"Monitor white reference: In additive mixture, the illumination of the reproduced image is generated entirely by the display device. In particular, reproduced white is determined by the characteristics of the display, and is not dependent on the environment in which the display is viewed. In a completely dark viewing environment, such as a cinema theater, this is desirable; a wide range of chromaticities is accepted as “white.” However, in an environment where the viewer’s field of view encompasses objects other than the display, the viewer’s notion of “white” is likely to be influenced or even dominated by what he or she perceives as “white” in the ambient. To avoid subjective mismatches, the chromaticity of white reproduced by the display and the chromaticity of white in the ambient should be reasonably close." from Charles A. Poynton's, 'Digital Video and HDTV Algorithms and Interfaces'
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George is there ant place to get Ideal-lume standard in Canada? I want to buy one of these but over $40 for shipping is steep.
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post #11 of 29 Old 03-28-2012, 10:23 PM
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Originally Posted by Doc. View Post

George is there ant place to get Ideal-lume standard in Canada? I want to buy one of these but over $40 for shipping is steep.

We don't have any official Canadian dealers. Do you live near the US border?
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Yes i do,I guess that is an option.
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post #13 of 29 Old 03-28-2012, 10:45 PM
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Originally Posted by GeorgeAB View Post

The following sources are from the "sticky" thread in the 'Links to this forum's popular threads' section at the top of this sub-section of the forum: 'D65 Video Bias Lighting- Fundamental Theory And Practice'
http://www.avsforum.com/avs-vb/showthread.php?t=1162578 :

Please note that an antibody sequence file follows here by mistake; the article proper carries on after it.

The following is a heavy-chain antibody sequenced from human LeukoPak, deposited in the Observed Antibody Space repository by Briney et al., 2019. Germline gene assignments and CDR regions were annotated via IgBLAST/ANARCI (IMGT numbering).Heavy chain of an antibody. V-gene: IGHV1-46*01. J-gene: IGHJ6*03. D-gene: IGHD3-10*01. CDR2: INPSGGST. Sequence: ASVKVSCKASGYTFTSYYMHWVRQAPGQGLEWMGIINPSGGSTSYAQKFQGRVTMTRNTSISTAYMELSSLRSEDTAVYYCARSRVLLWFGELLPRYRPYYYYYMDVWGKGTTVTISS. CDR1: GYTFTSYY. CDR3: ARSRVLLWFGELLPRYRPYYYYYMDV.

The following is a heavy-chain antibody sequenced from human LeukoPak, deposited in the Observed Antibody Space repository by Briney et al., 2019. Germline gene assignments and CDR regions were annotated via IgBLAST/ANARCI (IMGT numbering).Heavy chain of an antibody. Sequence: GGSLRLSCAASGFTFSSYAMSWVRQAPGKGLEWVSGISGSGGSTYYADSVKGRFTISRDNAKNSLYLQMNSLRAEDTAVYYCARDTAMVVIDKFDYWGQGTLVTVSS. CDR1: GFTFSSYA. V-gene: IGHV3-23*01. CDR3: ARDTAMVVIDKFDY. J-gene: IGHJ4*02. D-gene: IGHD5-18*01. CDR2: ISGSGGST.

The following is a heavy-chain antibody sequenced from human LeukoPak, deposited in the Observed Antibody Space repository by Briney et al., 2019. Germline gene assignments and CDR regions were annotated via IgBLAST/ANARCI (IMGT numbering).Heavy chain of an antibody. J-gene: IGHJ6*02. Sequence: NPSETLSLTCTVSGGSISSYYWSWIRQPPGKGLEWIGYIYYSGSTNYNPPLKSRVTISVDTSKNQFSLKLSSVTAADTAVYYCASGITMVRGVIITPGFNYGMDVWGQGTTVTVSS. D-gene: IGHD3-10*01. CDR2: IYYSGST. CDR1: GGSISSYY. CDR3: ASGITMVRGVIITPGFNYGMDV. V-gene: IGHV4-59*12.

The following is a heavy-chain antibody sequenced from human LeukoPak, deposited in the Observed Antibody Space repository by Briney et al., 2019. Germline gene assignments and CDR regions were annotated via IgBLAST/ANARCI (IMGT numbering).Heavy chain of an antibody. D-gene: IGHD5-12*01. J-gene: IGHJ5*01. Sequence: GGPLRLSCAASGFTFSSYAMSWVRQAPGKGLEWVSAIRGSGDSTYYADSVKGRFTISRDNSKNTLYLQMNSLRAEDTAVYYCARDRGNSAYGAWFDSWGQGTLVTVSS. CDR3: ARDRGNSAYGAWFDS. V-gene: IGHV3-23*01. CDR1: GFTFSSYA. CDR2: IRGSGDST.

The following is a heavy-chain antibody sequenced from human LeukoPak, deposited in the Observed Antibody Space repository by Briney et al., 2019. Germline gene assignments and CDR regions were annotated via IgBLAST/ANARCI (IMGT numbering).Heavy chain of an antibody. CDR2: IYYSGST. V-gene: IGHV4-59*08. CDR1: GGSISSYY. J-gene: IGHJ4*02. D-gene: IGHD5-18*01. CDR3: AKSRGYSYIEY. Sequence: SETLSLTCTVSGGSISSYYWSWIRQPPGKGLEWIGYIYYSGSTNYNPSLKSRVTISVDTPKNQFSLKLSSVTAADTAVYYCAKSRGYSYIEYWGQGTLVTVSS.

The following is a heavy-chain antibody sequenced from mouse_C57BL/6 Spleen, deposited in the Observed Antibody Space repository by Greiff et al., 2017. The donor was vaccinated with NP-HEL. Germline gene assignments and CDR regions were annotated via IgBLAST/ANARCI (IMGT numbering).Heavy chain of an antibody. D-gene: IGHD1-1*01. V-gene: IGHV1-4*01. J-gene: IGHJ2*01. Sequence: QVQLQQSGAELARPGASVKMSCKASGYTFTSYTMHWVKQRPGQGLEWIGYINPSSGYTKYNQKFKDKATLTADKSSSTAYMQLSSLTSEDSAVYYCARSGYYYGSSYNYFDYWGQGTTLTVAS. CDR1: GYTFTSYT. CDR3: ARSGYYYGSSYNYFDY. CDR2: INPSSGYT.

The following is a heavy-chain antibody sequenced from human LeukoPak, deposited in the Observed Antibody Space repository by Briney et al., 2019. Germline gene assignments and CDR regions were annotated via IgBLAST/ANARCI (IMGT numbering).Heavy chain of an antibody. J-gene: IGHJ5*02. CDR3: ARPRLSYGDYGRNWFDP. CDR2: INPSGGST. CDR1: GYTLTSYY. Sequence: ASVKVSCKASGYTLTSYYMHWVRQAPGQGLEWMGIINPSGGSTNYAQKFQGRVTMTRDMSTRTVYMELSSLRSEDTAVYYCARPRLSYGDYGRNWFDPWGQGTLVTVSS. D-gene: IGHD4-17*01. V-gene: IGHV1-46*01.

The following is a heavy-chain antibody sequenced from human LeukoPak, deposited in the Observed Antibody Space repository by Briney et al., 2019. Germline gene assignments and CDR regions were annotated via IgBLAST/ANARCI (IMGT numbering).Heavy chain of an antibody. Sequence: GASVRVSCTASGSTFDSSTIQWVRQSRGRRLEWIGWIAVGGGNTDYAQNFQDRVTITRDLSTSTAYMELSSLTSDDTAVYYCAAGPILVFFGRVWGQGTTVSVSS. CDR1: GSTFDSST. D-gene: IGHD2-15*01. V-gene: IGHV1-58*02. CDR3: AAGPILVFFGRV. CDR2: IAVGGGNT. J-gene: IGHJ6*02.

SMPTE Recommended Practices document: RP166-1995: Critical Viewing Conditions For Evaluation Of Color Television Pictures'

ITU-R BT.710-4 'Subjective Assessment Methods For Image Quality In High-Definition Television'

ISO 17121:2000: 'Cinematography -- Work stations used for film and video production -- Requirements for visual and audio conditions'

"Monitor white reference: In additive mixture, the illumination of the reproduced image is generated entirely by the display device. In particular, reproduced white is determined by the characteristics of the display, and is not dependent on the environment in which the display is viewed. In a completely dark viewing environment, such as a cinema theater, this is desirable; a wide range of chromaticities is accepted as white. However, in an environment where the viewer's field of view encompasses objects other than the display, the viewer's notion of white is likely to be influenced or even dominated by what he or she perceives as white in the ambient. To avoid subjective mismatches, the chromaticity of white reproduced by the display and the chromaticity of white in the ambient should be reasonably close." from Charles A. Poynton's, 'Digital Video and HDTV Algorithms and Interfaces'

Interesting, thanks. I'll have to go find those documents. If I read Poynton's statement correctly, it implies that if you have a large enough TV that it occupies a sufficiently large portion of your eyes' viewing area, bias lighting is unnecessary.

Thanks again for the info.
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post #14 of 29 Old 03-28-2012, 10:52 PM
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Originally Posted by ams2990 View Post

Interesting, thanks. I'll have to go find those documents. If I read Poynton's statement correctly, it implies that if you have a large enough TV that it occupies a sufficiently large portion of your eyes' viewing area, bias lighting is unnecessary.

Thanks again for the info.

Where did he discuss the size of the image?
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post #15 of 29 Old 03-29-2012, 04:37 AM - Thread Starter
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Originally Posted by GeorgeAB View Post

All the features, functions and capabilities of the various Ideal-Lume models are provided on our web site.

The only potential disadvantage of substituting another fixture is that it will possibly not be of the same quality as the thoroughly proven solutions we provide.

The quality of results you will get from accumulating your own materials will depend on the quality of the components you select.